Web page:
BALTIMORE — Federal pandemic unemployment insurance programs expire in Maryland next week, and 21,200 claims are still pending further investigation, according to the state labor department.
Last November, the Maryland Department of Labor hired Alorica to assist with the backlog of claims pending adjudication.
Alorica agreed to provide up to 675 adjudicators for $70.9 million. Right now, the full-time headcount is approximately 250 adjudicators.
“We are hanging on by a thread keeping our home that we rent,” said Melonie Merryman.
Merryman had to leave her hotel job last November to care for her five kids. She applied for unemployment insurance benefits but has yet to receive any money.
She was told her claim is pending adjudication. And while she finally spoke with an adjudicator in July, nothing has changed.
“It’s very hard. It’s very stressful, it just weighs on you every single day that you’re just hoping to get this income in. And I’ve applied to so many jobs and they say oh, everybody’s hiring, but Mallory, I can’t tell you how many applications I’ve put in. I’ve gone to interviews, no callbacks, nothing. And it’s just heart wrenching to know that you’re that close to being out on the streets with your children,” Merryman said.
Timothy Lamm lost his job last November. He waited until May to speak with an adjudicator.
“She said I was red flagged for a temporary job service in July 2019,” said Lamm.
Despite working more than a year at a new job, this flag blocked his benefits until someone got around to speaking with him. During that time, he lost his home.
“It left me homeless, transitional homeless I think they call it,” Lamm said.
Lamm now lives with his daughter in North Carolina while he waits for his backpay.
WMAR-2 News Mallory Sofastaii asked Secretary of Labor Tiffany Robinson in February about this backlog. She said they were making progress on pending claims and working to train more adjudicators.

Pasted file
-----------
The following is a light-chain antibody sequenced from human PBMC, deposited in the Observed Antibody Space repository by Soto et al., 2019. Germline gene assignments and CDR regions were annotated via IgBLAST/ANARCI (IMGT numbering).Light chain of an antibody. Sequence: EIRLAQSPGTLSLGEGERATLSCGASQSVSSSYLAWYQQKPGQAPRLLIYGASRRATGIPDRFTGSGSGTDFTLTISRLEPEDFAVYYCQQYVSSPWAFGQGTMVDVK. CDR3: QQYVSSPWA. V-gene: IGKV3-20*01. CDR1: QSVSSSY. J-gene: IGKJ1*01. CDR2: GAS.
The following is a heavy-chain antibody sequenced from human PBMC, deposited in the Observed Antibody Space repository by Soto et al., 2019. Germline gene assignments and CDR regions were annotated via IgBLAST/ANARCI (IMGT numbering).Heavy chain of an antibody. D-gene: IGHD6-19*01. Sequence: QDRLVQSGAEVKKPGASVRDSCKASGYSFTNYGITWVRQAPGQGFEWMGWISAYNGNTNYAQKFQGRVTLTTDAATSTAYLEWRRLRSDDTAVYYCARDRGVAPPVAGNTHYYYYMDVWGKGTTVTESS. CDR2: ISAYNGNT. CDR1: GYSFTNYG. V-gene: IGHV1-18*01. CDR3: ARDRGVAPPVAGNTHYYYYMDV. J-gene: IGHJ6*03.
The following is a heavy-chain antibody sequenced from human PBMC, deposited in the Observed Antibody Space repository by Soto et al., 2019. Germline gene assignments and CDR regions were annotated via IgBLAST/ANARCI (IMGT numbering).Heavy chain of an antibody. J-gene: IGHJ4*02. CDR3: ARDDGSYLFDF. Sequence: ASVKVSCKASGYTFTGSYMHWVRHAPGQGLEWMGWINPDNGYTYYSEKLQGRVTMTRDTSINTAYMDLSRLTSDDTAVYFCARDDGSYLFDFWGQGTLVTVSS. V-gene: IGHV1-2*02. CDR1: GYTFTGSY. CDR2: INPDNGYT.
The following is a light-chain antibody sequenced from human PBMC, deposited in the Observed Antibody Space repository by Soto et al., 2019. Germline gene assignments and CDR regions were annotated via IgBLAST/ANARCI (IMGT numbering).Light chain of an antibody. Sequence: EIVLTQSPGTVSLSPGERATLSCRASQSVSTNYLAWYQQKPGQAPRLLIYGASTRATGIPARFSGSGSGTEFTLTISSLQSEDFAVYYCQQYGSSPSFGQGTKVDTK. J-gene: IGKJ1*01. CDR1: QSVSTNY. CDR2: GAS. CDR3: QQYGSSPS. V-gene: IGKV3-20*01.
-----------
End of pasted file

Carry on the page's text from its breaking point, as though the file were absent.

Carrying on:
“I believe we have about 150 adjudicators, so we’re bringing on hundreds more,” said Robinson on February 23.
Sofastaii asked Alorica and the department why they’re not fully staffed and if they’re facing challenges hiring. Neither answered those specific questions.
A department spokeswoman wrote:
We currently have 250 adjudicators from Alorica working with the department, and we continue to hire and train new adjudicators on an ongoing basis in partnership with our vendor. This is in addition to our existing state staff and our 1,776 Accenture staff. The department submits administrative costs to the federal government for reimbursement. The department greatly appreciates the services that Alorica’s adjudicators are providing to assist claimants and reduce the backlog.
But with the clock on federal programs about to expire, and claimants, like Merryman, approach a year without a penny, it’s unclear when all cases will be resolved.
“Just someone, just please give me some answers. Am I’m doing these things right? Did I do everything on my end that I’m supposed to? How long do I have to wait before they say yes, we’ll approve you, or no, sorry?” Merryman asked.
The department added that the contract is up to $70.9 million and they only pay for adjudicators that have been hired.
Sofastaii requested information on how much the state has paid using federal funds so far. She also asked if Secretary Robinson had any concerns about the current level of staffing. Sofastaii hasn’t yet heard back.
In addition to the contract costs, the General Assembly approved emergency grants for claimants stuck in adjudication purgatory at least 30 days. The state paid out over $40 million.